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Remembering SARS - 10 Years Later

In the 2003 global disease outbreak, what became known as SARS started as a mystery illness—without name, origin, or cure.  Public health scientists across the globe scrambled to understand and contain this health threat.

It took many types of public health actions globally to contain SARS in six months.  When the SARS virus reached Hong Kong in 2003, it had a fast track to all points in the world and it was finally stopped using the tools of disease detection (known as epidemiology):

  • The path of the disease had to be tracked
  • The rate of spread had to be calculated
  • The clinical case needed to be defined
  • Guidance for treatment had to be created 
  • Restrictions on travel were needed, and
  • Lab scientists had to tease out the microbe’s name and origin

Ultimately that work was done. Without question, future mystery illnesses will emerge.  The questions will be the same—what is causing the illness, where did it come from, can it be contained, who is at greater risk?  The cost in lives and economic upheaval from future mystery illnesses will depend, in part, on how quickly we can detect the threat and answer the questions of life and death.

Graphics / Images

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    This colorized scanning electron micrograph (SEM) reveals the “rosettelike” appearance of the matured SARS-CoV (coronavirus) particles (arrows).
    Click on the image for the full picture
    © Copyright Dr. Mary Ng Mah Lee, National University of Singapore, Singapore, 2004

    This is a description for image 1.

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    Deborah Cannon of the Special Pathogens Branch processes a SARS specimen.
    Photo credit: CDC/James Gathany

    This is a description for image 2.

  • .

    CDC researchers review incoming SARS data using a SPB diagnostic laboratory computer workstation in the foreground, while in the background, the data entry is being carried out.
    Photo credit: CDC/James Gathany

    This is a description for image 3.

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    This photomicrograph reveals lung tissue pathology due to SARS.
    Photo credit: CDC/ Dr. Sherif Zaki

    This is a description for image 4.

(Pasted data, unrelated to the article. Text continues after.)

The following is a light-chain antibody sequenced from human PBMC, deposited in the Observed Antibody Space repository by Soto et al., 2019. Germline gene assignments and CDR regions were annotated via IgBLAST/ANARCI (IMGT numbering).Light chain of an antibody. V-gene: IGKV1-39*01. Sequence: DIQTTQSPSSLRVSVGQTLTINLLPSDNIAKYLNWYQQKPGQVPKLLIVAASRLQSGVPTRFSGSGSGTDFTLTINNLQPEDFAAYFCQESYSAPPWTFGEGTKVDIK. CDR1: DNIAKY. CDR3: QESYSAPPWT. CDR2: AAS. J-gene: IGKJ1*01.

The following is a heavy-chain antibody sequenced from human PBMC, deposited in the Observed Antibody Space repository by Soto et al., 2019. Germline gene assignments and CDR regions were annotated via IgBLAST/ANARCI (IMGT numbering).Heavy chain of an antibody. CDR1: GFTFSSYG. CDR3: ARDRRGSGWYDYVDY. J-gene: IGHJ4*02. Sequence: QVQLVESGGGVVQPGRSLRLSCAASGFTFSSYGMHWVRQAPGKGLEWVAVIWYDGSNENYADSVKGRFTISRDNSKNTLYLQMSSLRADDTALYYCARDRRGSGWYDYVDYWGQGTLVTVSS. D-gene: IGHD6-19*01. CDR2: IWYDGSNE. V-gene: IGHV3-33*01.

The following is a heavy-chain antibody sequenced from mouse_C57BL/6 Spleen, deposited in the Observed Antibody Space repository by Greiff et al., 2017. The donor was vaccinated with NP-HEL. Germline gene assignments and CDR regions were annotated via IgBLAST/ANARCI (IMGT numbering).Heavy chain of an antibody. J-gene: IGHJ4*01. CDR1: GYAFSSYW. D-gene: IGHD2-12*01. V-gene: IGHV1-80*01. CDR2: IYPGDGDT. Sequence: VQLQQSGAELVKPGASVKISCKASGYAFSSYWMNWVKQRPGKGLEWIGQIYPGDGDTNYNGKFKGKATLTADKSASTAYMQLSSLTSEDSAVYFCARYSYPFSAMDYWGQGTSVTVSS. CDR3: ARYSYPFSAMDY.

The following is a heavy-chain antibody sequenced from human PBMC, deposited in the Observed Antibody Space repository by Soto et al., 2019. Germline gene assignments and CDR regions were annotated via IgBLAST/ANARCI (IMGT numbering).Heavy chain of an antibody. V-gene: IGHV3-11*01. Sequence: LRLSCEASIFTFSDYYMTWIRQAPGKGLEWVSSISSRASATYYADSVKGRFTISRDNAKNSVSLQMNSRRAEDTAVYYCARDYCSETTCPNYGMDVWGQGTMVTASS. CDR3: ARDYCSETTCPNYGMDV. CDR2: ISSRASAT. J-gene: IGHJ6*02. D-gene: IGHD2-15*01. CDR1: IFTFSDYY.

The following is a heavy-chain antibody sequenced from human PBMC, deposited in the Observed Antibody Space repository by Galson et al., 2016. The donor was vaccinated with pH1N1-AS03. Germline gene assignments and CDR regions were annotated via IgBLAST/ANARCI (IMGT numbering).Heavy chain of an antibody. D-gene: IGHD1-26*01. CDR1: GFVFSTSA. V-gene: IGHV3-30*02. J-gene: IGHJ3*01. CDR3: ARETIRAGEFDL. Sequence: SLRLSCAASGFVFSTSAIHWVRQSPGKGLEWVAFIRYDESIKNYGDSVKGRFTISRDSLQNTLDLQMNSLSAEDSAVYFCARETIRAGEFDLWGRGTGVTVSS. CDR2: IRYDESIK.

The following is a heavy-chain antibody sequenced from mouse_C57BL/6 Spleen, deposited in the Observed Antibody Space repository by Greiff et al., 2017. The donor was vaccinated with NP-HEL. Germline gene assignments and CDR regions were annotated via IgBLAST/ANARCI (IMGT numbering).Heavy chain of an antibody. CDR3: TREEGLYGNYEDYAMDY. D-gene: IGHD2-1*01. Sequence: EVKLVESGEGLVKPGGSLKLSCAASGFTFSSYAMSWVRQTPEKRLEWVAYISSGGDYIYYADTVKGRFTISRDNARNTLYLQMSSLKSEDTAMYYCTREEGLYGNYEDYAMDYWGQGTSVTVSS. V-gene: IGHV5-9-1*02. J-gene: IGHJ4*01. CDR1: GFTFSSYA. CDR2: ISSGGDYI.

• .

    In the last two years, CDC doctors and nurses, scientists and health educators, and other public health professionals have responded to over 750 disease outbreaks, environmental emergencies and other public health threats. Above is a small sample of the incidents in the last 10 years where CDC′s work has made a positive difference in the safety and health of people worldwide
    Text Version

    This is a description for image 4.

Contact Information

CDC Media Relations
(404) 639-3286
media@cdc.gov

Spokespersons

Tom Frieden, MD, MPH

Biography

Thomas R. Frieden, MD, MPH

We have a unique window of opportunity. The world is committed to reducing threats to health and we have new technologies that can take many important disease threats off the table, if we act now.

We face a perfect storm of vulnerability. Emerging microbes, resistant microbes that outsmart the drugs used to treat them. Globalization of travel and trade and the greater ease of making deadly organisms in a laboratory place us at greater risk than ever before.

Tom Frieden, MD, MPH - Director of the Centers for Disease Control and Prevention

Scott F. Dowell, MD, MPH, RADM, USPHS

Biography

Scott F. Dowell, MD, MPH, RADM, USPHS

Unfortunately, we tend to think about threats from emerging or man-made diseases primarily during the emergency. Although important progress has been made over the last 10 years, there is a lot that remains to be accomplished.

Global health security aims to protect Americans and others around the world from emerging infectious disease outbreaks – whether natural, intentional, or accidental.

Scott F. Dowell, MD, MPH, RADM, USPHS - Director of Division of Global Disease Detection & Emergency Response (DGDDER)

Multimedia

Video

Broadcast quality clips on SARS

SARS Video Clips - #1

CDC Director Tom Frieden

Author: Centers for Disease Control and Prevention
Date: 3/5/2013
Clip 1

SARS Video Clips - #2

CDC Director Tom Frieden

Author: Centers for Disease Control and Prevention
Date: 3/5/2013
Clip 2

SARS Video Clips - #3

CDC Director Tom Frieden

Author: Centers for Disease Control and Prevention
Date: 3/5/2013
Clip 3

SARS Video Clips - #4

CDC Director Tom Frieden

Author: Centers for Disease Control and Prevention
Date: 3/5/2013
Clip 4

 
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